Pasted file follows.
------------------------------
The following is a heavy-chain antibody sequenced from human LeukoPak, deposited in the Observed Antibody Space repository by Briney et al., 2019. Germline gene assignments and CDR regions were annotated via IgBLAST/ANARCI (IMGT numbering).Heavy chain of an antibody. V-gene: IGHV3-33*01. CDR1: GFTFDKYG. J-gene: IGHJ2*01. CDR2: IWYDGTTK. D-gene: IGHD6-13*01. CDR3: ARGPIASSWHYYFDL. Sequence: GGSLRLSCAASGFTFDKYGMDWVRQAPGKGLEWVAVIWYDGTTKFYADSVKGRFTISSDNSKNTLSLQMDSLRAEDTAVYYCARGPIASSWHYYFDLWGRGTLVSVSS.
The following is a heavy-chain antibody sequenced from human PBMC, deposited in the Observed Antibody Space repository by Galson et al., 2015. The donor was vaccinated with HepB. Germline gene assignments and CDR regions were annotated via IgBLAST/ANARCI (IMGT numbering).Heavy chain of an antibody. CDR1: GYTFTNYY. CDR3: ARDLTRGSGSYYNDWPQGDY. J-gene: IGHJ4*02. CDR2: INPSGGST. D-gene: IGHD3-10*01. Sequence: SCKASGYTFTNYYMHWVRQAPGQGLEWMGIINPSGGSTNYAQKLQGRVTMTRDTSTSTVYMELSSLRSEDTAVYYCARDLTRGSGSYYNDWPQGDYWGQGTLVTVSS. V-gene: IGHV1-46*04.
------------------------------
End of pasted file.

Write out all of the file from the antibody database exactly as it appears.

The following is a heavy-chain antibody sequenced from human LeukoPak, deposited in the Observed Antibody Space repository by Briney et al., 2019. Germline gene assignments and CDR regions were annotated via IgBLAST/ANARCI (IMGT numbering).Heavy chain of an antibody. V-gene: IGHV3-33*01. CDR1: GFTFDKYG. J-gene: IGHJ2*01. CDR2: IWYDGTTK. D-gene: IGHD6-13*01. CDR3: ARGPIASSWHYYFDL. Sequence: GGSLRLSCAASGFTFDKYGMDWVRQAPGKGLEWVAVIWYDGTTKFYADSVKGRFTISSDNSKNTLSLQMDSLRAEDTAVYYCARGPIASSWHYYFDLWGRGTLVSVSS.
The following is a heavy-chain antibody sequenced from human PBMC, deposited in the Observed Antibody Space repository by Galson et al., 2015. The donor was vaccinated with HepB. Germline gene assignments and CDR regions were annotated via IgBLAST/ANARCI (IMGT numbering).Heavy chain of an antibody. CDR1: GYTFTNYY. CDR3: ARDLTRGSGSYYNDWPQGDY. J-gene: IGHJ4*02. CDR2: INPSGGST. D-gene: IGHD3-10*01. Sequence: SCKASGYTFTNYYMHWVRQAPGQGLEWMGIINPSGGSTNYAQKLQGRVTMTRDTSTSTVYMELSSLRSEDTAVYYCARDLTRGSGSYYNDWPQGDYWGQGTLVTVSS. V-gene: IGHV1-46*04.